July seems like a busy month especially for the global health arena. Besides hearing about the olympics, I have been seeing a lot of coverage lately about major global health initiatives and events that are taking or have taken place around the world. Recently on July 11th, the Family Planning summit was held in London to address the unmet needs of family planning for women living in developing nations. Next week from July 22nd-23rd, the International AIDS conference is being held in Washington D.C. for the first time. Lately, there has been a lot push from non-profit and governmental organizations to address family planning, contraceptives, sexually transmitted diseases, HIV, and AIDS. HIV and family planning are actually quite related to each other. If these topics were integrated with each other, and the divide between the issues is dissolved, both areas would see vast improvements in each area.
How are family planning and HIV related to each other? Well, contraception more specifically condoms help reduce the chance of getting infected with the HIV virus. Because of antiretroviral drugs and treatments, more HIV positive people are living longer and healthier lives. Family planning can help women who are HIV positive, avoid unintended pregnancies or give them control to plan their own pregnancies when it is right time for them according to their health status. For example, women who are HIV positive are more likely to die not from the virus but rather from pregnancy. Additionally, many women travel very far in developing countries to get healthcare services. It is harder for these women to get access to both family planning and HIV care because not all nearby health clinics provide both services in these areas.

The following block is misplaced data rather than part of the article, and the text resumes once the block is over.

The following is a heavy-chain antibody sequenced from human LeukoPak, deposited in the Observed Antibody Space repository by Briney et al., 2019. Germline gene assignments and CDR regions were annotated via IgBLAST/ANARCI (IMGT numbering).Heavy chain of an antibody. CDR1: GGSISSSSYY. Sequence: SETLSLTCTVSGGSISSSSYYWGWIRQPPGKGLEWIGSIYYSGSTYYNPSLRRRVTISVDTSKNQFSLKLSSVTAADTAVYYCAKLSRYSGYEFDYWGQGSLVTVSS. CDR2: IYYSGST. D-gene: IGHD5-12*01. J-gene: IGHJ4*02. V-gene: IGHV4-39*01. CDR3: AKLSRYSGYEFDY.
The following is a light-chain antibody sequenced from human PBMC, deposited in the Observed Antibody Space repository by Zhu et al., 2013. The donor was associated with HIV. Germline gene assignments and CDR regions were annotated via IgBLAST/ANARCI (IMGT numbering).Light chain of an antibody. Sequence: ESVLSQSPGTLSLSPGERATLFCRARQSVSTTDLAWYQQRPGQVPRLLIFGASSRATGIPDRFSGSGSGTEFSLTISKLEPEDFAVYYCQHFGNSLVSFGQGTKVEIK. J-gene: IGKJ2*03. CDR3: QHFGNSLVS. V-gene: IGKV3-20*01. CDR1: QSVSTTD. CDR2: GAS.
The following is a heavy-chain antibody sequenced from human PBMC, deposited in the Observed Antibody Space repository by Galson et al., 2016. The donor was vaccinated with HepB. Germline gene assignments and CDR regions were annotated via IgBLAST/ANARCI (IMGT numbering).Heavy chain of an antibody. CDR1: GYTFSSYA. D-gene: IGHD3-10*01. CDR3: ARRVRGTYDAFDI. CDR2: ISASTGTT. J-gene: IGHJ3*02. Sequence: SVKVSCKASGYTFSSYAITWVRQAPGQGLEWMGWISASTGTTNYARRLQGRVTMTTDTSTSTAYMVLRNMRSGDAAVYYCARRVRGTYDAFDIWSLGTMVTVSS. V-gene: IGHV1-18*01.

The best way to integrate both HIV and family planning would be offering family planning and HIV services at one local health clinic. Since these services would be more accessible to women, more women would use these services. Also, if nearby clinics provide both services, women would not have to travel so far and so early to get these services. It would save them time that can be used for something that is more productive. Women will have control over of their reproductive health and their overall wellbeing. Also, providing access to contraception and family planning in sub-saharan countries in Africa would prevent 160,000 HIV positive births. Providing integrated services can provide better results in both areas of global health.
Even though HIV and AIDS is a major international health problem in developing countries, it is important to also include a general focus on other sexually transmitted diseases as well. HPV and other sexually diseases are also a major problem in developing countries. Almost 80-85% of women in Sub Saharan Africa, Latin America, and South Asia die from cervical cancer that is associated to strains 16 and 18 of the HPV virus. The health clinics in these areas lack resources for cervical cancer screenings. According to the World Health Organization, if a women gets screened at least once in her lifetime, her risk of getting cervical cancer are reduced by at least 30%. This is the same situation for other sexually transmitted diseases as well. It is difficult to diagnose and treat other sexually transmitted diseases because lack of resources and infrastructure.
Integration of health services can be very beneficial, resulting in vast advances in the fields of family planning, sexual transmitted diseases, and HIV. Rather than focusing on issues separately, organizations and changemakers should focus on integration of global health issues. Integration of services can be cost effective at the same time and can make a difference in the health of many people living in developing countries that do not have easy access. Integration of health services would similar to killing two birds with one stone. Additionally in the long run, it would enable us to focus on other global health issues that are often undermined. Integration would be a worthwhile investment for the present and even the future.